World championship leader Fernando Alonso has urged now is the time for McLaren-Mercedes to make hay during the 2007 campaign, as he approaches back-to-back flyaway races that have traditionally not shone on him.

The Spaniard reclaimed control of the drivers' title chase following his flawless victory in Monaco last weekend, and is now aiming to hammer home that advantage with similar performances in both Montreal and Indianapolis as the Formula 1 circus flies across the Pond for rounds six and seven on consecutive weekends. His Canadian triumph last year aside, the reigning double world champion has notched up only two other points-scoring finishes and six retirements from nine starts in the dual transatlantic outings, but he is convinced this year will be a different story.

"We have a great momentum in the team right now after such a fantastic result in Monaco," the 25-year-old asserted, "and that is a positive way to be going into the North American double-header. There has been no opportunity to test since Monaco, however the team has been pushing hard off-track to keep the momentum going.

"Until last year I hadn't had great results in Canada, so it was fantastic to win there. It is always a tough race, and you see a lot of retirements because you are stressing the whole car with the high speeds and the hard-braking zones. The track conditions also change over the race weekend and the grip levels improve as more rubber is laid down in the dusty conditions. On race day it is much better than on the Friday.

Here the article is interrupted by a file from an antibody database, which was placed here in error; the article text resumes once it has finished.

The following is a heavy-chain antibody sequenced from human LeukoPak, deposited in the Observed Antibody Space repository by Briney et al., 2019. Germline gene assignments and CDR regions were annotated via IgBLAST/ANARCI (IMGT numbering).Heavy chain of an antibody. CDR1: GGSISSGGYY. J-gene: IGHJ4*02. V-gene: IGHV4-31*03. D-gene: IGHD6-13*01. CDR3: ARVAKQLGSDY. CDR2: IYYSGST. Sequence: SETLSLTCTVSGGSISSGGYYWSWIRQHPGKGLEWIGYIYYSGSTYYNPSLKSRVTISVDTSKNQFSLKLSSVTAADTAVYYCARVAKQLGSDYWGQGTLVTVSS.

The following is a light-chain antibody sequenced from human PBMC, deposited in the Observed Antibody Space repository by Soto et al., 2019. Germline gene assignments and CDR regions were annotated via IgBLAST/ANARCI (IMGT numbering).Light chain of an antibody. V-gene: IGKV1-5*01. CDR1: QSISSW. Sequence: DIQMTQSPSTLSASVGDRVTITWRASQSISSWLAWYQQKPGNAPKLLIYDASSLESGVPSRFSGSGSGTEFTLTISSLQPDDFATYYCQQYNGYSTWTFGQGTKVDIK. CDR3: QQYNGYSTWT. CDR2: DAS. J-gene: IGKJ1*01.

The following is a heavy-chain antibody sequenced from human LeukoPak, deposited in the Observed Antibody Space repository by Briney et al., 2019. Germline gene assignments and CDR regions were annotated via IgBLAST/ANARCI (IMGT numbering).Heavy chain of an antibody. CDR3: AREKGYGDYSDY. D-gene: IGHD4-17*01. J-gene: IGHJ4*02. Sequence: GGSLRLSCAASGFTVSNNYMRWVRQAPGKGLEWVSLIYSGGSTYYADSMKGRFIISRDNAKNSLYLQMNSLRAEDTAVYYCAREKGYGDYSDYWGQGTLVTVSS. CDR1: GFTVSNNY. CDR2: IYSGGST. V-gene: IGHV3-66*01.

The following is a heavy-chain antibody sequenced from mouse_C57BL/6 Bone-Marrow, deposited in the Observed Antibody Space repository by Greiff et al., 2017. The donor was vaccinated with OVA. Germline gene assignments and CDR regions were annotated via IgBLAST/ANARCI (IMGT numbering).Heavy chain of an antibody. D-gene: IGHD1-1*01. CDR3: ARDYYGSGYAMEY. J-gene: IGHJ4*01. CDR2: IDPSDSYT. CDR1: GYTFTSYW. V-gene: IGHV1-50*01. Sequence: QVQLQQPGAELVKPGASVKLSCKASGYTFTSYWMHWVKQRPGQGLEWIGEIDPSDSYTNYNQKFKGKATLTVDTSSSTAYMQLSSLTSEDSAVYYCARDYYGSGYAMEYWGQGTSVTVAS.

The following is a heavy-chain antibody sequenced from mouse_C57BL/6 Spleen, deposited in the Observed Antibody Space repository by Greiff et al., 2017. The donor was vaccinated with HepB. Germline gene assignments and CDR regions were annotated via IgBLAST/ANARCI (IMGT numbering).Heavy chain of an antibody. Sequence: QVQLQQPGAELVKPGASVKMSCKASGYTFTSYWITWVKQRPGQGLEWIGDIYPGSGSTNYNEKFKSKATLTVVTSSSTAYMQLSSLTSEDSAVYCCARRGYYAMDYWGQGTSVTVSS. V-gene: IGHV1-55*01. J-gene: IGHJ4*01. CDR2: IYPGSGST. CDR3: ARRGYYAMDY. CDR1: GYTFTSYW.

"We have some new packages on the car for Montreal and we are all pushing hard to attack and fight for more victories. It is a good circuit to race on as there are a number of places you can overtake, which makes it more exciting for the drivers, teams and fans."

McLaren-Mercedes CEO Martin Whitmarsh is also optimistic of being able to carry over the squad's impressive form from Monaco, though equally well aware the high-speed straights and low grip levels in Montreal will represent an altogether different challenge to the tortuously narrow streets of Monte Carlo.

"The Canadian Grand Prix is a very different event to the Monaco race," the Briton underlined. "We go from the slowest, tightest track on the calendar and one packed with corners, to a circuit that is all about long periods of power and braking. The MP4-22 performed incredibly well in Monte Carlo, but as the track conditions are poles apart we are not going to Montreal with the same expectations.

"We go to Canada aiming to fight for victory and maintain our positions at the top of both the constructors' and drivers' championships. The test at Paul Ricard prior to Monaco had two days of Canada running and useful intelligence was gained. It is going to be a tougher battle and the track is notoriously tough on race cars, but we will keep pushing."



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